Vivendi and activist hedge fund P. Schoenfeld Asset Management have settled their dispute over Vivendi’s cash return policies, with the French media giant agreeing to pay out approximately €6.75 billion (US$7.27 billion) to shareholders thanks to an exceptional dividend.
Schoenfeld for its part has agreed to accept Vivendi’s core media strategy, abandoning its call for the sale of Universal Music Group, and has acknowledged the role played by Vivendi supervisory board chairman Vincent Bolloré in creating value.
The hedge fund has withdrawn the draft resolutions that were to be put to Vivendi’s annual general meeting next week calling for an exceptional payout of €9 billion, and has said it will vote against a resolution aimed at preventing the adoption of rules giving established shareholders double voting rights, as prescribed by France’s Florange law.
Vivendi will, on completion of the sale of Brazilian unit GVT and its remaining stake in Numericable-SFR, propose to shareholders an additional distribution of €2 per share, with €1 to be paid out in the fourth quarter of this year and €1 to be paid out in the first quarter of 2016. This will be in addition to Vivendi’s existing proposed payout of €1 per share for the 2016 and 2017 financial years.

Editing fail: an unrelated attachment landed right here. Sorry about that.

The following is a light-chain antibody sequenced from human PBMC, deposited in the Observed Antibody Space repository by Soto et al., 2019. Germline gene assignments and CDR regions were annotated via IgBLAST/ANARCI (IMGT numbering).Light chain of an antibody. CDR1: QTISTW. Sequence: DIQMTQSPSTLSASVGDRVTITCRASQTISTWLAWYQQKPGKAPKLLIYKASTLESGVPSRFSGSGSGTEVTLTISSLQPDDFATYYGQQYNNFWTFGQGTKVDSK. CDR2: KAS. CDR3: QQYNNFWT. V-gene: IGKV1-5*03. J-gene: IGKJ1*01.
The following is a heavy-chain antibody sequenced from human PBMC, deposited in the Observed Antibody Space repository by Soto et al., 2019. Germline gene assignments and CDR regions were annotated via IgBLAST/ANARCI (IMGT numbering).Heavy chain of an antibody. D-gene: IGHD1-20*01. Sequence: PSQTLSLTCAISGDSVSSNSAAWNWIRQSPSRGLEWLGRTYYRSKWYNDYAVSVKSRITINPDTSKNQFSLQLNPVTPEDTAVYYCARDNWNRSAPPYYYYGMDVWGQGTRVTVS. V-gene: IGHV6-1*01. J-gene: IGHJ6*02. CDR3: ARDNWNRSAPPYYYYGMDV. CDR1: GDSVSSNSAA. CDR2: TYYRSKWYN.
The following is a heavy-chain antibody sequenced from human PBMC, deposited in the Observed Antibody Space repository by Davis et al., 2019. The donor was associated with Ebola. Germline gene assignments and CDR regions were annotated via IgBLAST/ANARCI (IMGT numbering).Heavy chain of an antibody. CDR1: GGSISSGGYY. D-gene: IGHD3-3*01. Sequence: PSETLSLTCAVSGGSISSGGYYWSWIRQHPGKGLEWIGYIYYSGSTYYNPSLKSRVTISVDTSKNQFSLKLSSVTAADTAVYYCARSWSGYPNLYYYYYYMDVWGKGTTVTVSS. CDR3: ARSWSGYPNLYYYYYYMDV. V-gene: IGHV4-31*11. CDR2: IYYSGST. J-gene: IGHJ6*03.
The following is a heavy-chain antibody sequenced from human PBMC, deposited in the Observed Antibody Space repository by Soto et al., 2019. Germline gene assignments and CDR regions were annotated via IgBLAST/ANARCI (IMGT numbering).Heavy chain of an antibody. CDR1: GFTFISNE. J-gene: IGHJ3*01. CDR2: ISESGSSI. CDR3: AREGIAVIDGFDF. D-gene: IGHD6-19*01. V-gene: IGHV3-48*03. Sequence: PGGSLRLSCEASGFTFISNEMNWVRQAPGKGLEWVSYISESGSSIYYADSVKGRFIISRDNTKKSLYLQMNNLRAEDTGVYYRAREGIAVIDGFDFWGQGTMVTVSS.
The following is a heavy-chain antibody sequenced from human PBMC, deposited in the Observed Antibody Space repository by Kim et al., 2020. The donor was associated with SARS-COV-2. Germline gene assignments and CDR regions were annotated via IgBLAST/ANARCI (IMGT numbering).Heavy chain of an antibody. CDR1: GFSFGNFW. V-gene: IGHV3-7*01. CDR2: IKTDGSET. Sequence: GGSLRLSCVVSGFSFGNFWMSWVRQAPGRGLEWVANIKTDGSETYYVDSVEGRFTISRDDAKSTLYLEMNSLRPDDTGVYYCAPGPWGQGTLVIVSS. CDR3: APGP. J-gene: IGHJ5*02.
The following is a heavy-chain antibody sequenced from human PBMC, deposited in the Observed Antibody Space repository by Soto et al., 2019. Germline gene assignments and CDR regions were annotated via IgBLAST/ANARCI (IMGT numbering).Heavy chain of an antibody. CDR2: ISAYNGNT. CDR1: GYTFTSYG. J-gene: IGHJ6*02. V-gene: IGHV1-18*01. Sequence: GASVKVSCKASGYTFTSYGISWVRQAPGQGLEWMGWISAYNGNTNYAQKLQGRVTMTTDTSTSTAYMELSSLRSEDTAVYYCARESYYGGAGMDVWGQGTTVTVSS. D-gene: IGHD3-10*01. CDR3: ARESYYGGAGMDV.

“These distributions demonstrate our willingness to reach a consensus with some of our minority shareholders, even if it may result in reduced flexibility for Vivendi in the implementation of its strategic ambition to build a major media and content group,” said Vivendi management board chairman Arnaud de Puyfontaine.
Bolloré said he “supported the decisions taken by the Management Board that have been made possible only by the excellent work carried out with respect to asset divestments” and added that he would vote in favour of all draft resolutions submitted by the management board to the shareholders’ meeting.